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Lambs provide crucial link in understanding obesity

Date:
April 4, 2011
Source:
Wiley-Blackwell
Summary:
The question of whether children born to obese mothers will become obese themselves is one step closer to being answered as a result of new research which studied lambs born to overweight sheep.

The question of whether children born to obese mothers will become obese themselves is one step closer to being answered as a result of new research which studied lambs born to overweight sheep.

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The research, published in The Journal of Physiology, shows a definite link between maternal and offspring obesity and is the first demonstration that this is the case in mammals which bear 'mature offspring' -- as humans do.

Professor Peter Nathanielsz, lead author of the research, said: "A relationship between maternal obesity and offspring obesity has been clearly identified in rodents but as their young are born immature, it was not clear whether the findings would apply to humans.

"Lambs offer a more similar model to understand the mechanism of human obesity as they are born at a more advanced level of maturity -- equivalent to humans."

For 60 days before conception and throughout their pregnancy Nathanielsz and his team at the Center for Pregnancy and Newborn Research, University of Texas and the University of Wyoming, fed sheep either a normal diet or one that produces obesity. The appetite and weight gain of their offspring were then monitored for a further 19 months.

By taking frequent blood samples from the newborn lambs, the team were able to monitor levels of hormones that are known to affect developmental programming -- in particular the hormone leptin. Leptin is produced by adipose fat cells and regulates appetite. In lambs born of normal weight mothers, there was a peak in leptin in the sixth to ninth days of life but this peak did not occur in lambs born to obese ewes.

"The neonatal peak in leptin plays a central role in the development of areas of the brain that regulate appetite. We have found that an absence of this peak in lambs born to obese mothers seems to predispose them to increased appetite and obesity in later life."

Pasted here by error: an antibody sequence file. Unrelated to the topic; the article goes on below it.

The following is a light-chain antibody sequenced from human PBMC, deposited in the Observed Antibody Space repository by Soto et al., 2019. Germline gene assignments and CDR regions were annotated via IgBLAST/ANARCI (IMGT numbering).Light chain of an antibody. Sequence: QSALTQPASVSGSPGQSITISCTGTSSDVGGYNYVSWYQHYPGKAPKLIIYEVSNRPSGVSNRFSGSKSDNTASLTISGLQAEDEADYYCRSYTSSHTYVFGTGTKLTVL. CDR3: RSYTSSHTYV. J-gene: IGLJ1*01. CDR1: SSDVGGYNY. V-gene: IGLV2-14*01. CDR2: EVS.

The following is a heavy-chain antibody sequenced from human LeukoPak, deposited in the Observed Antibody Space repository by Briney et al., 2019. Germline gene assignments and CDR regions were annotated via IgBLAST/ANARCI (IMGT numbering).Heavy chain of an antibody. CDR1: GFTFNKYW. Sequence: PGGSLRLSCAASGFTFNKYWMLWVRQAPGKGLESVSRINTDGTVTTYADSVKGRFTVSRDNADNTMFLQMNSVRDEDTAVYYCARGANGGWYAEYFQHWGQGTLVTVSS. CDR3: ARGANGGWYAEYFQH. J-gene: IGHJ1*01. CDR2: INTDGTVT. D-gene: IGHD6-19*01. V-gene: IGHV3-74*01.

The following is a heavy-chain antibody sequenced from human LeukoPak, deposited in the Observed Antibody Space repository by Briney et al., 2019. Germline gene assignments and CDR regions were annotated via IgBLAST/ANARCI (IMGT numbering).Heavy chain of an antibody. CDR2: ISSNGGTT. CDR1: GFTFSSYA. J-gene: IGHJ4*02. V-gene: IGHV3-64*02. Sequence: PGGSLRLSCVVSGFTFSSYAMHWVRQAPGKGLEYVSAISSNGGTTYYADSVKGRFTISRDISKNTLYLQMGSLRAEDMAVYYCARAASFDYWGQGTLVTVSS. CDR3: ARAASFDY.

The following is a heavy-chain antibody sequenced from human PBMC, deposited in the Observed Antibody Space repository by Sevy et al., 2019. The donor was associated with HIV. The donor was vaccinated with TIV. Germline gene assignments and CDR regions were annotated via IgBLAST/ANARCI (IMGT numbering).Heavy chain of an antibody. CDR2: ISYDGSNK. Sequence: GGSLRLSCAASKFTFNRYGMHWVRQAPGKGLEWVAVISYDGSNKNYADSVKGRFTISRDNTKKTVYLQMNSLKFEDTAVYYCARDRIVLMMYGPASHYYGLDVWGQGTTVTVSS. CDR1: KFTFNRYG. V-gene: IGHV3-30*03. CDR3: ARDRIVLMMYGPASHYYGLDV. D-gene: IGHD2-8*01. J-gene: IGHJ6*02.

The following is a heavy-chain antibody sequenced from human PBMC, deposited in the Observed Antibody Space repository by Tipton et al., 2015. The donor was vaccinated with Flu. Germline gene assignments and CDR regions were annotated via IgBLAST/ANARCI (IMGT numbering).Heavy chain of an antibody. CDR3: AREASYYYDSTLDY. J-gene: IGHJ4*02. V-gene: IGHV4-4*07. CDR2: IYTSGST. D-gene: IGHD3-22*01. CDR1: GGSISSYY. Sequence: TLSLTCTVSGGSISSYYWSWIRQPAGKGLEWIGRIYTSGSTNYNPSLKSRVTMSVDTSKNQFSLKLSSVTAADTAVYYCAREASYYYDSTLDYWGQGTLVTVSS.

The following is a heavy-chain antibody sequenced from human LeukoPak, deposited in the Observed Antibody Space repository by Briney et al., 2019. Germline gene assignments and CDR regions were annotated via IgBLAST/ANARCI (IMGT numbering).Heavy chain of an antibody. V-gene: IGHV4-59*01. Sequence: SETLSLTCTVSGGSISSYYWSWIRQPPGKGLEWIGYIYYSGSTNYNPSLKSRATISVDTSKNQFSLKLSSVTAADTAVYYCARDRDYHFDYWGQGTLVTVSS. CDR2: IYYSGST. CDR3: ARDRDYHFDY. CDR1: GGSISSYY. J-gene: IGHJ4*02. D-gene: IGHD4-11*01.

Blood samples taken from one day old lambs also found that cortisol levels were up to 50% higher in obese sheep, leading the team to suspect that exposure to higher levels of cortisol in the womb may prevent the normal leptin rise in lambs of obese mothers.

"We propose that cortisol prepares fetal adipose tissue to secrete leptin -- and that this process seems to be disrupted in lambs born to obese mothers. The nutrient excess present in the blood of obese mothers throughout gestation seems to inhibit the post-natal leptin peak -- which likely has important consequences for the development of the lamb."

"Given the epidemic of obesity both in the developed and developing world, the search for environmental factors occurring around the time of birth which predispose offspring of overweight mothers to lifelong obesity is important.

"Seeing these hormonal change in lambs, in addition to what we have already found with rodents, is advancing our understanding of what programmes appetite. We are getting closer to understanding what causes obesity in humans." concluded Nathanielsz.


Story Source:

The above story is based on materials provided by Wiley-Blackwell. Note: Materials may be edited for content and length.


Journal Reference:

  1. N. M. Long, S. P. Ford, P. W. Nathanielsz. Maternal obesity eliminates the neonatal lamb plasma leptin peak. The Journal of Physiology, 2011; DOI: 10.1113/jphysiol.2010.201681

Cite This Page:

Wiley-Blackwell. "Lambs provide crucial link in understanding obesity." ScienceDaily. ScienceDaily, 4 April 2011. <www.sciencedaily.com/releases/2011/03/110315093039.htm>.
Wiley-Blackwell. (2011, April 4). Lambs provide crucial link in understanding obesity. ScienceDaily. Retrieved October 25, 2014 from www.sciencedaily.com/releases/2011/03/110315093039.htm
Wiley-Blackwell. "Lambs provide crucial link in understanding obesity." ScienceDaily. www.sciencedaily.com/releases/2011/03/110315093039.htm (accessed October 25, 2014).

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